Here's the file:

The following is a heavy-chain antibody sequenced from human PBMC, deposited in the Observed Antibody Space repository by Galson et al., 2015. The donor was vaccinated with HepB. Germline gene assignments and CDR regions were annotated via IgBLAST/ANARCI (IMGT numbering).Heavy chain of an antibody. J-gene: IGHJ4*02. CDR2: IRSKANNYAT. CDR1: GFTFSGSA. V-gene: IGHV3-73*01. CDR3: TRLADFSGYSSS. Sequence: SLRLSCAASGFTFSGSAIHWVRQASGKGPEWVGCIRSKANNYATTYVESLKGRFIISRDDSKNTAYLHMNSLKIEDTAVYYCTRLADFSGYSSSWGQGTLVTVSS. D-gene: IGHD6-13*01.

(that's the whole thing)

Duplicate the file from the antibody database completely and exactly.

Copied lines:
The following is a heavy-chain antibody sequenced from human PBMC, deposited in the Observed Antibody Space repository by Galson et al., 2015. The donor was vaccinated with HepB. Germline gene assignments and CDR regions were annotated via IgBLAST/ANARCI (IMGT numbering).Heavy chain of an antibody. J-gene: IGHJ4*02. CDR2: IRSKANNYAT. CDR1: GFTFSGSA. V-gene: IGHV3-73*01. CDR3: TRLADFSGYSSS. Sequence: SLRLSCAASGFTFSGSAIHWVRQASGKGPEWVGCIRSKANNYATTYVESLKGRFIISRDDSKNTAYLHMNSLKIEDTAVYYCTRLADFSGYSSSWGQGTLVTVSS. D-gene: IGHD6-13*01.